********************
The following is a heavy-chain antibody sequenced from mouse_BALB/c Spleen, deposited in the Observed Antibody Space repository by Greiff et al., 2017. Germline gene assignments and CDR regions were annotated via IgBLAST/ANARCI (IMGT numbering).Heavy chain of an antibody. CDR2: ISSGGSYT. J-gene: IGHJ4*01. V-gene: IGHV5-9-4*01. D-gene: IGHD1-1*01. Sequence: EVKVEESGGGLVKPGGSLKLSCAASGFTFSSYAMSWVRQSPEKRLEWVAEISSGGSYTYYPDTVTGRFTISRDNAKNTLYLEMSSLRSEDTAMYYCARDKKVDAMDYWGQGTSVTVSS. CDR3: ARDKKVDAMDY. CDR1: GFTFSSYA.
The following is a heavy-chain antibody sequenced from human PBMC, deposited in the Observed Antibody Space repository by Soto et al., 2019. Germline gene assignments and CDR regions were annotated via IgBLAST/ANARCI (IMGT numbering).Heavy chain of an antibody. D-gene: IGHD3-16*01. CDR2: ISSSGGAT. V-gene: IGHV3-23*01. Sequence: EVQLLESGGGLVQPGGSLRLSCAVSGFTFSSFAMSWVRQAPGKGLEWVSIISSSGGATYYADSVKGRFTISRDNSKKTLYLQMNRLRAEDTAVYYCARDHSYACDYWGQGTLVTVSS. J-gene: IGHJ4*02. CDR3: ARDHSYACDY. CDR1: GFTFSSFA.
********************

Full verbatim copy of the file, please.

The following is a heavy-chain antibody sequenced from mouse_BALB/c Spleen, deposited in the Observed Antibody Space repository by Greiff et al., 2017. Germline gene assignments and CDR regions were annotated via IgBLAST/ANARCI (IMGT numbering).Heavy chain of an antibody. CDR2: ISSGGSYT. J-gene: IGHJ4*01. V-gene: IGHV5-9-4*01. D-gene: IGHD1-1*01. Sequence: EVKVEESGGGLVKPGGSLKLSCAASGFTFSSYAMSWVRQSPEKRLEWVAEISSGGSYTYYPDTVTGRFTISRDNAKNTLYLEMSSLRSEDTAMYYCARDKKVDAMDYWGQGTSVTVSS. CDR3: ARDKKVDAMDY. CDR1: GFTFSSYA.
The following is a heavy-chain antibody sequenced from human PBMC, deposited in the Observed Antibody Space repository by Soto et al., 2019. Germline gene assignments and CDR regions were annotated via IgBLAST/ANARCI (IMGT numbering).Heavy chain of an antibody. D-gene: IGHD3-16*01. CDR2: ISSSGGAT. V-gene: IGHV3-23*01. Sequence: EVQLLESGGGLVQPGGSLRLSCAVSGFTFSSFAMSWVRQAPGKGLEWVSIISSSGGATYYADSVKGRFTISRDNSKKTLYLQMNRLRAEDTAVYYCARDHSYACDYWGQGTLVTVSS. J-gene: IGHJ4*02. CDR3: ARDHSYACDY. CDR1: GFTFSSFA.